Hall continued, “Obviously, in addition to the synchronization challenges, MIMO test multiplies the number of required signal generators and can introduce a huge cost. Modular solutions, such as PXI, are actually an ideal solution to MIMO testing. Modular instruments enable each signal generator to share common clocks and timing signals through a common PXI backplane.”

3. For short-range telecommunications, the latest 5G standard may operate deep into microwave frequencies with bandwidths ranging from hundreds of megahertz to one gigahertz.

Modular instruments packed with many multichannel signal generators can indeed tackle some of the latest wireless standard challenges. However, when introducing 5G and other future applications—such as massive MIMO—hundreds of channels may be required. The coherency challenges of synchronizing so many LOs and clock signals would be significant—especially when producing a test setup that wouldn’t be on-par with a supercomputer mainframe in terms of cost and complexity.  Yet signal generators designed on extremely integrated and modular platforms may be the only recourse, considering that 5G could reside in the upper microwave bands and use advanced beamforming techniques with active electronically steered arrays (AESAs) of antennas (Fig. 3).

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Getting in Sync

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4. Wireless test requires generator and analyzer synchronization. In the testing of wireless devices, many instruments are used to measure the behavior of a passive or active component. Signal generators come into play when those components need to be tested using “real-world” signals. In contrast, signal/spectrum analyzers are used to measure component response (Fig. 4). Naturally, these instruments require synchronization. For the latest modulation techniques, they also may need to communicate and coordinate their operation. For automated manufacturing test, this process needs to be performed rapidly—wasting as little time and requiring as little intervention as possible.

 “With a signal generator and signal/spectrum analyzer integrated into the same instrument, functionality opens up to test both the receiver and transmitter at the same time,” said Becker. “Such an instrument enables new tests like ping-ponging and pipelining as well as system calibration—including the effects of the test fixture. Another advantage is the ability to respond to feedback from the DUT.”

4. Any synchronization mismatch in the reference between a signal generator and a signal analyzer could induce significant errors in the test results for AM-AM/PM and memory effects.

With built-in automatic feedback, an integrated signal-generator-signal/spectrum-analyzer can rapidly complete test routines and system calibrations while providing higher performance, thanks to the enhanced synchronization. Becker continued, “As an example, an LTE base-transceiver-station (BTS) conformance test that requires hybrid automatic repeat request (HARQ), acknowledge/no-acknowledge (ACK/NACK), and timing adjustment feedback can automatically adjust the characteristics of the transmitted signal based on the receiver behavior.”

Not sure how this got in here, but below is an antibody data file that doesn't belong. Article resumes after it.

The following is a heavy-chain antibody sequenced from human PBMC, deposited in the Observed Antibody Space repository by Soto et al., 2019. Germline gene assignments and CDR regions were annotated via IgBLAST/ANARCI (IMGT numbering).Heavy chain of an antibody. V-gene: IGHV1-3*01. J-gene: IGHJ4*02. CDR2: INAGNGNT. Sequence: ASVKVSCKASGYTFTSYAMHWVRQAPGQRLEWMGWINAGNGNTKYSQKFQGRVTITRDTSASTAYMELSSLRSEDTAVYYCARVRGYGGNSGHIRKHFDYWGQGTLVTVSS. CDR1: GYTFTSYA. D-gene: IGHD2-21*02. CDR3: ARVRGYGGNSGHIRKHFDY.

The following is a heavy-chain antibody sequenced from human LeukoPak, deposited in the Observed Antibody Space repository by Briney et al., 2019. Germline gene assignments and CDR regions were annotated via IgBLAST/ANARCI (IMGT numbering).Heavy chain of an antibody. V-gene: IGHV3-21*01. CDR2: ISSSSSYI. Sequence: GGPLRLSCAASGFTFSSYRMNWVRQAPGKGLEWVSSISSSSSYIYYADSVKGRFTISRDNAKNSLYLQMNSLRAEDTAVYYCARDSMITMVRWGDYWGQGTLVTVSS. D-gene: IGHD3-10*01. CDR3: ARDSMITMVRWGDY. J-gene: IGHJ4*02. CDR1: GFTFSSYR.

5. Theoretical and proprietary research requires flexibility. With wireless standards constantly evolving, a signal generator may quickly become obsolete as wireless standards incorporate new techniques and modes. In many research environments, multiple wireless standards may be of interest as well. Yet the cost of purchasing several instruments just to provide experimental justification for a wireless standard may not be in the budget. The customization of software-based signal-generator platforms may enable users to program their own waveform techniques. Yet self-creating and maintaining in-house software for the latest standards can be unacceptably time-consuming and resource-intensive. Many of the latest test instruments mitigate some of this challenge by building in the latest wireless standards, which can then be accessed using a simple soft-key.

 “For signal generators not to be a limiting factor in wireless testing, they will need to become more flexible, as new and unforeseen needs will come along with future standards,” noted Becker. “Field upgradability is also important alongside software with standards-compliant applications and the ability to custom-generate proprietary formats in the research phase.”

While the performance specifications of modern signal generators remain critical, wireless testing has become so complex that raw performance is on par with the instrument’s software features and configurability. To tackle the need for on-demand upgrades with the latest wireless standards, many test and measurement companies are including the ability to upgrade an instrument to the latest standards installments with a simple downloadable program or remote connection.

6. CPUs go out of style. Hardware obsolescence is one of the greatest challenges faced by equipment users in any technology field. Obviously, obsolescence makes maintaining precision test equipment difficult. It also means engineers must settle for using less optimal instruments for longer periods of time. In R&D and automated manufacturing test, this factor can increase costs and time for both developing and producing devices. With signal generators for wireless test in particular, the latest modulation techniques and waveforms could require more significant computation and DSP performance, which is often well beyond what present central processing units (CPUs) and field-programmable gate arrays (FPGAs) can handle. Modular and software-based instruments offer a partial solution to preventing an accumulation of costs and outdated equipment. Compared to traditional benchtop instruments, they often have components that can be more cheaply and rapidly replaced.

 “Another key characteristic of synthetic/modular instruments is the interchangeability of the CPU,” said Hall. “In my opinion, the interchangeability of the CPU is one of the most important—yet underrated—benefits of PXI.  In fact, CPU performance is the single biggest contributor to measurement speed.”

A significant drawback of many prior big-box instruments was that custom designs incorporated the CPU. This approach prevented upgrades and relegated an instrument to being obsolete in a few short years. According to Hall, “Many engineers using PXI instruments in an automated wireless test application can improve test time simply by upgrading the PXI controller. Because CPUs generally improve by 20% to 25% on an annual basis,  maintaining the latest CPU is a great way to optimize measurement speed.”